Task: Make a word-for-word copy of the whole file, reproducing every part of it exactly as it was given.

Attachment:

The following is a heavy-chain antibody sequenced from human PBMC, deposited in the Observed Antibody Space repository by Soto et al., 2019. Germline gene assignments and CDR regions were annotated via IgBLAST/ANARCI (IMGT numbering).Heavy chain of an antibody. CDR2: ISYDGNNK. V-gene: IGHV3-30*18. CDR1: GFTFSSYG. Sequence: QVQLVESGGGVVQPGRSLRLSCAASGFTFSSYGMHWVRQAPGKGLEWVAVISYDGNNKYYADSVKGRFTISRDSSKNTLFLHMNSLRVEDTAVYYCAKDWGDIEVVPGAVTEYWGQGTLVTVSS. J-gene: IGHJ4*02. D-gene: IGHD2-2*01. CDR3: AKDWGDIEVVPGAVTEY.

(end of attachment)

The following is a heavy-chain antibody sequenced from human PBMC, deposited in the Observed Antibody Space repository by Soto et al., 2019. Germline gene assignments and CDR regions were annotated via IgBLAST/ANARCI (IMGT numbering).Heavy chain of an antibody. CDR2: ISYDGNNK. V-gene: IGHV3-30*18. CDR1: GFTFSSYG. Sequence: QVQLVESGGGVVQPGRSLRLSCAASGFTFSSYGMHWVRQAPGKGLEWVAVISYDGNNKYYADSVKGRFTISRDSSKNTLFLHMNSLRVEDTAVYYCAKDWGDIEVVPGAVTEYWGQGTLVTVSS. J-gene: IGHJ4*02. D-gene: IGHD2-2*01. CDR3: AKDWGDIEVVPGAVTEY.